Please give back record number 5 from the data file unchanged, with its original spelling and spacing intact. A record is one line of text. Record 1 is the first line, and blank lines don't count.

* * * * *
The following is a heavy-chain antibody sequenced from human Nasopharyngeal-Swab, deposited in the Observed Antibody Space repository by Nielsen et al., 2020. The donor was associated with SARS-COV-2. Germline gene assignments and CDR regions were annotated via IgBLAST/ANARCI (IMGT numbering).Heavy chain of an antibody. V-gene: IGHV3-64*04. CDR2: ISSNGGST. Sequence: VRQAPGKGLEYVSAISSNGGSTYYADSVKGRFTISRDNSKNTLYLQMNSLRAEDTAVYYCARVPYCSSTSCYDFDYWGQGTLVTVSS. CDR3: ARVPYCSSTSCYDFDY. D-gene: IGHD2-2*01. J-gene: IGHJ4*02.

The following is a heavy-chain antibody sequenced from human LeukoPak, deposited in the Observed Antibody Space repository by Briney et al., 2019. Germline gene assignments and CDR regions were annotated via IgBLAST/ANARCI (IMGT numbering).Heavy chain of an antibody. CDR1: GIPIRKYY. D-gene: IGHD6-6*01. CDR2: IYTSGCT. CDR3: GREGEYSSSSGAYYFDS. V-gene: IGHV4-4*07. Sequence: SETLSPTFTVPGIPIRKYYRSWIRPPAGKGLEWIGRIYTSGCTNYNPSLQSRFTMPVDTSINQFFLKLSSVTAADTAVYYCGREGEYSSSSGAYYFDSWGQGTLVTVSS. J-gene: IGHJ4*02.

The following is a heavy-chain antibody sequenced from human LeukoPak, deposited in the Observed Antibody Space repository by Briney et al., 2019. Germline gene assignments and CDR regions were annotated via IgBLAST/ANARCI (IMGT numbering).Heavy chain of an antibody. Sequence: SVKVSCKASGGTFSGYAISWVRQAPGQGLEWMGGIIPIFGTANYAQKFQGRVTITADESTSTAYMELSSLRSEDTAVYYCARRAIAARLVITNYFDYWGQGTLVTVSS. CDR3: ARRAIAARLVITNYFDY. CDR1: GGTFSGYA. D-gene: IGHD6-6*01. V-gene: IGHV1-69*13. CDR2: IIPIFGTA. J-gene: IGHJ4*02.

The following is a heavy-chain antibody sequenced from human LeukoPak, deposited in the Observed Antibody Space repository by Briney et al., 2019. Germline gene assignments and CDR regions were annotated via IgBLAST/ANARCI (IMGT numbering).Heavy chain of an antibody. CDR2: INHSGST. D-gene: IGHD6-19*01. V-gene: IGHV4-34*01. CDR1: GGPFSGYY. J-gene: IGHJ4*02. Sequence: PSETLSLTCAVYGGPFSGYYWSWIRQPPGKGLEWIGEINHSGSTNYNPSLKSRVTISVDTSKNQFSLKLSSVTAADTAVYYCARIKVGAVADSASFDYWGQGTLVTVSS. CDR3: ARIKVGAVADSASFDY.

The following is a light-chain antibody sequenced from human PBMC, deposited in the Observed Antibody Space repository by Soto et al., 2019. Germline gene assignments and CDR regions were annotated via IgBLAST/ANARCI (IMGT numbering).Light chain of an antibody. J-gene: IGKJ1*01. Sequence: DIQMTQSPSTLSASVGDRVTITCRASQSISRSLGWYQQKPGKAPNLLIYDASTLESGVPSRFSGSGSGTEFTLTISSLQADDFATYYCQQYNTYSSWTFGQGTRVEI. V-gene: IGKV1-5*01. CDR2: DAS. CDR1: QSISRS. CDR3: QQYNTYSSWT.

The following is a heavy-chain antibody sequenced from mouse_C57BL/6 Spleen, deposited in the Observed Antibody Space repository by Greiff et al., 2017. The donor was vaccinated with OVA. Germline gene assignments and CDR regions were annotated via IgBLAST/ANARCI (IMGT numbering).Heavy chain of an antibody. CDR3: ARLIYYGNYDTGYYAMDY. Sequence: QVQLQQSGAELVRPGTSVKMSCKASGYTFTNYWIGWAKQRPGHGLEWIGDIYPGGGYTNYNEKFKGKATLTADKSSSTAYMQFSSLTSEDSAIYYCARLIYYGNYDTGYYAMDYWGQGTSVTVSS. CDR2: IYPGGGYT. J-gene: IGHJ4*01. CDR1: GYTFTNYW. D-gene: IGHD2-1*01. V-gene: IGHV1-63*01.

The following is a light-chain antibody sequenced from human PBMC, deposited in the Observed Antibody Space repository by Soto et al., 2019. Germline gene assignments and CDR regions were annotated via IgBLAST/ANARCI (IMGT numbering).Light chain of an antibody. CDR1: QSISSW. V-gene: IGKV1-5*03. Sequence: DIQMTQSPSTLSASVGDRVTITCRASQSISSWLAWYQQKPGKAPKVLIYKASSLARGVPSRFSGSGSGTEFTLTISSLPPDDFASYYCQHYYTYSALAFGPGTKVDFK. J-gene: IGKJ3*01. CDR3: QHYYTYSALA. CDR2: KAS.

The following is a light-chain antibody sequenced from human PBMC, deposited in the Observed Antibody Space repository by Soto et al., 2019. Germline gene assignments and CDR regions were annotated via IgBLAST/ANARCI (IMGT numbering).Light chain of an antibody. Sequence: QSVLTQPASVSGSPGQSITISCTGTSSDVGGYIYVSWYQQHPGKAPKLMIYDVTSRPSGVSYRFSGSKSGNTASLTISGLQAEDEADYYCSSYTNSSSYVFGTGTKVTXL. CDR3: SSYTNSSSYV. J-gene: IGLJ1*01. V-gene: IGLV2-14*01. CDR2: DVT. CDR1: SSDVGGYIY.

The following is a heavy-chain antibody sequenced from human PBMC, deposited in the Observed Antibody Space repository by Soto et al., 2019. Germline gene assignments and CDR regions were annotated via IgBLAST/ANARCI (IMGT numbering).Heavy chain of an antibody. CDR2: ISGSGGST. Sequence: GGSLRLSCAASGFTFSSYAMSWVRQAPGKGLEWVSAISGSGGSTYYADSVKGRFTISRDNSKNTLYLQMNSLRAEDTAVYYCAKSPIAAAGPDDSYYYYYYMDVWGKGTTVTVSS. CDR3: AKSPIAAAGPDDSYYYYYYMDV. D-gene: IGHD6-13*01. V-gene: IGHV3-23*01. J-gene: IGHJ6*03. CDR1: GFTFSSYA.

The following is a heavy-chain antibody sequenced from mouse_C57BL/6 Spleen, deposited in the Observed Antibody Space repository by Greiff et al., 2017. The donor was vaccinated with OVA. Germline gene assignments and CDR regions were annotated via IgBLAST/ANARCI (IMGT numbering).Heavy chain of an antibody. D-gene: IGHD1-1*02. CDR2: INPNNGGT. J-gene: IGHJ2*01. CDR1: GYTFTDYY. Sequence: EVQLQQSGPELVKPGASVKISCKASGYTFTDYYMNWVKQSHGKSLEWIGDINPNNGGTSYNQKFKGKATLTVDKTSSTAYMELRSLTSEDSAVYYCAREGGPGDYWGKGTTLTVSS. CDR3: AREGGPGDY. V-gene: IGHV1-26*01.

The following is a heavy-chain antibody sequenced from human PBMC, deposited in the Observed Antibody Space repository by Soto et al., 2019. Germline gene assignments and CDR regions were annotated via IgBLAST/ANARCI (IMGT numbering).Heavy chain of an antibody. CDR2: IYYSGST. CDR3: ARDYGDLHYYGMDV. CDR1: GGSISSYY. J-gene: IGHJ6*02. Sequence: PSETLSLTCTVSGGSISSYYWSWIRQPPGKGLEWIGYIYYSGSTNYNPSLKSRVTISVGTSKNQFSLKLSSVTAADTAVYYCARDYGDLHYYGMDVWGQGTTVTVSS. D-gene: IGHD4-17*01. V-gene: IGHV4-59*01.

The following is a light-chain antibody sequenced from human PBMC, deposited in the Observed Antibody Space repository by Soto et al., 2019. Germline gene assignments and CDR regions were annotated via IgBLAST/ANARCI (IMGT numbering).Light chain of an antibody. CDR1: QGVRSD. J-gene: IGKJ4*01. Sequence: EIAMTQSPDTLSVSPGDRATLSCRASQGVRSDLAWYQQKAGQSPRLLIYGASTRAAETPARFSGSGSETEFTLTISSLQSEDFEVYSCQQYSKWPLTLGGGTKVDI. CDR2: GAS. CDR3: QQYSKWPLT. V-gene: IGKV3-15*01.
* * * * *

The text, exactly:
The following is a light-chain antibody sequenced from human PBMC, deposited in the Observed Antibody Space repository by Soto et al., 2019. Germline gene assignments and CDR regions were annotated via IgBLAST/ANARCI (IMGT numbering).Light chain of an antibody. J-gene: IGKJ1*01. Sequence: DIQMTQSPSTLSASVGDRVTITCRASQSISRSLGWYQQKPGKAPNLLIYDASTLESGVPSRFSGSGSGTEFTLTISSLQADDFATYYCQQYNTYSSWTFGQGTRVEI. V-gene: IGKV1-5*01. CDR2: DAS. CDR1: QSISRS. CDR3: QQYNTYSSWT.